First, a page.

Least Favorite Episode: "Code of Honor"

In the midst of vital diplomatic negotiations, Tasha is kidnapped by Lutan, the leader of the delegation from Ligon II.  The writing is weak but what really made this one a stinker was the boneheaded idea to cast all of the Ligonians as Black actors in a "1940s tribal Africa" theme.  As such, what would have been merely tiresome became downright offensive.  The director was fired for the decision but the episode was still aired.  One of Trek's all-time worst.

Favorite Recurring Character: Q

Image result for q hide and q
via Wikipedia
As noted in my post for "Hide and Q," I actually don't like Q much.  But Season 1 truly sucks so the other candidates aren't so great either.  John de Lancie is, at least, an engaging actor so I'll give him the nod here.

Favorite Blast from the Past: Dr. McCoy

Bones returns for a brief cameo in the pilot, "Encounter at Farpoint."  His exchange with Data is one of the highlights of the episode - indeed, the entire first season.

Favorite Guest Actor, One-Shot: Gracie Harrison

Image result for gracie harrison
via Memory Alpha

Ms. Harrison played the part of Clare Raymond, one of the cryogenically preserved Earthlings in "The Neutral Zone."  Her reactions to waking up in the distant future - shock, sadness, frustration, ultimate resignation - are all perfectly relatable.  She's an ordinary person in extraordinary circumstances - often the most interesting characters of all.  There's nothing over the top about her performance and that's why it works.  Simple, honest, human, effective - nicely done.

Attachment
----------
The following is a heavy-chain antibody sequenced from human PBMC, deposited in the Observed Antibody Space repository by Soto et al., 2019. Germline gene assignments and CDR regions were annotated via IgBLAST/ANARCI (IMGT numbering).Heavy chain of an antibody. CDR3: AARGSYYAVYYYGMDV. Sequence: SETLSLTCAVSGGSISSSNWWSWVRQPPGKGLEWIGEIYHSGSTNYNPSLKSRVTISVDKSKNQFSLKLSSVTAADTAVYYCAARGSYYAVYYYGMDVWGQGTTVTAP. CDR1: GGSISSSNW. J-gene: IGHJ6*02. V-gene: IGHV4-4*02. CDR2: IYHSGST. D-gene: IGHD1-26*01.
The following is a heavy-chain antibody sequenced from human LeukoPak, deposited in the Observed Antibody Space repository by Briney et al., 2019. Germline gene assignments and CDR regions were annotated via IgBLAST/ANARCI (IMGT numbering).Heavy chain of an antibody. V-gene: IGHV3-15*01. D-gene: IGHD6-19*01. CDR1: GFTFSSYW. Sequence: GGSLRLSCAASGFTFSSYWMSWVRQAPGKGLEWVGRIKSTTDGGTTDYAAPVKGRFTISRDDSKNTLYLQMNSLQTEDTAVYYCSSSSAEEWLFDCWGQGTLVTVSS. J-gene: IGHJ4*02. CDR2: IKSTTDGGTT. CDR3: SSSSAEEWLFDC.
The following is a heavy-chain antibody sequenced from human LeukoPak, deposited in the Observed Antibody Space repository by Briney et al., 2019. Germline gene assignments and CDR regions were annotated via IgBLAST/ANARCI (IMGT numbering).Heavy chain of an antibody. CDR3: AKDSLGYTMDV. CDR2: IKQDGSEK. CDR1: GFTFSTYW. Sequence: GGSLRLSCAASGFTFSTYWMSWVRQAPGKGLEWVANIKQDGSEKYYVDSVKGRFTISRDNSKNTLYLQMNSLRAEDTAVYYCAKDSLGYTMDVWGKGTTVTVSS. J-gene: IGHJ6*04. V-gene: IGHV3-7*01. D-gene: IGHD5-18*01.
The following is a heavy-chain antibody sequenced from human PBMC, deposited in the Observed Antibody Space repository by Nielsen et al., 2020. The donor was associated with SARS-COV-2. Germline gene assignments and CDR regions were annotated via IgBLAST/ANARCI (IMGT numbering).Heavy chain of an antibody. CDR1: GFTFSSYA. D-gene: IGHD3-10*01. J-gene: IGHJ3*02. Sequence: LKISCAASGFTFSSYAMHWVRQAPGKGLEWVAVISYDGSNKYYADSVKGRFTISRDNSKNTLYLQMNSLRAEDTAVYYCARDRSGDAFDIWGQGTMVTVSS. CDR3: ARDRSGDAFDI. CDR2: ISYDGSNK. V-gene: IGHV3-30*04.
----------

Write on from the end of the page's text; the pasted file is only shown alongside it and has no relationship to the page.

If only Riker would stop shaving, TNG might find its feet...


  1. I'm still amazed it made it past one season.
    Was tv really that bad at the time that this did so well?
    I think the late 80s were not great for television.

    1. The business model is an important consideration in this case. TNG was a direct-to-syndication deal, a new concept at the time. Consider the matter from the perspective of a local, independent television station being offered a chance at first-run programming with a respectable, guaranteed audience share. For them, Star Trek was almost a no-brainer.

  2. That's Marc Alaimo, later much better known as Gul Dukat in Deep Space Nine, as one of the Romulans. If you had done a traditional actor bio, I assume he'd've been your pick.